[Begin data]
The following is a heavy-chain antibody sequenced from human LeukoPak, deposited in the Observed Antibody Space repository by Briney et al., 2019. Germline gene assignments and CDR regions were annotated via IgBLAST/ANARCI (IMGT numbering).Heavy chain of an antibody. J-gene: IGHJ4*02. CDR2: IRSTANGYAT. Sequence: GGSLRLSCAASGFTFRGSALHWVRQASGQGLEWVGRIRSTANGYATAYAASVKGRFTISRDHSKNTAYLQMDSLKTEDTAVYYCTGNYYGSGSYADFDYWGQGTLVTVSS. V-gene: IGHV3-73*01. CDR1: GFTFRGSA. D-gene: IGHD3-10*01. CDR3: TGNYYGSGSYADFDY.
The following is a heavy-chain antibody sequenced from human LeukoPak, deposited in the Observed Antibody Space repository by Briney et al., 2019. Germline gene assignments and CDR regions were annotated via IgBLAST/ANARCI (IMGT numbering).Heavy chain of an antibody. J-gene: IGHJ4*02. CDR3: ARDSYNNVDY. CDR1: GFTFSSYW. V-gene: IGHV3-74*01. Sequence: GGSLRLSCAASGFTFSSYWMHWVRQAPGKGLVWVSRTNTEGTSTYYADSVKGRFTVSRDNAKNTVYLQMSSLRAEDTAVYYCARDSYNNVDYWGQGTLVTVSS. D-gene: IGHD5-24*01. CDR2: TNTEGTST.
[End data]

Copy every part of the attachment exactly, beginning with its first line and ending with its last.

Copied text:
The following is a heavy-chain antibody sequenced from human LeukoPak, deposited in the Observed Antibody Space repository by Briney et al., 2019. Germline gene assignments and CDR regions were annotated via IgBLAST/ANARCI (IMGT numbering).Heavy chain of an antibody. J-gene: IGHJ4*02. CDR2: IRSTANGYAT. Sequence: GGSLRLSCAASGFTFRGSALHWVRQASGQGLEWVGRIRSTANGYATAYAASVKGRFTISRDHSKNTAYLQMDSLKTEDTAVYYCTGNYYGSGSYADFDYWGQGTLVTVSS. V-gene: IGHV3-73*01. CDR1: GFTFRGSA. D-gene: IGHD3-10*01. CDR3: TGNYYGSGSYADFDY.
The following is a heavy-chain antibody sequenced from human LeukoPak, deposited in the Observed Antibody Space repository by Briney et al., 2019. Germline gene assignments and CDR regions were annotated via IgBLAST/ANARCI (IMGT numbering).Heavy chain of an antibody. J-gene: IGHJ4*02. CDR3: ARDSYNNVDY. CDR1: GFTFSSYW. V-gene: IGHV3-74*01. Sequence: GGSLRLSCAASGFTFSSYWMHWVRQAPGKGLVWVSRTNTEGTSTYYADSVKGRFTVSRDNAKNTVYLQMSSLRAEDTAVYYCARDSYNNVDYWGQGTLVTVSS. D-gene: IGHD5-24*01. CDR2: TNTEGTST.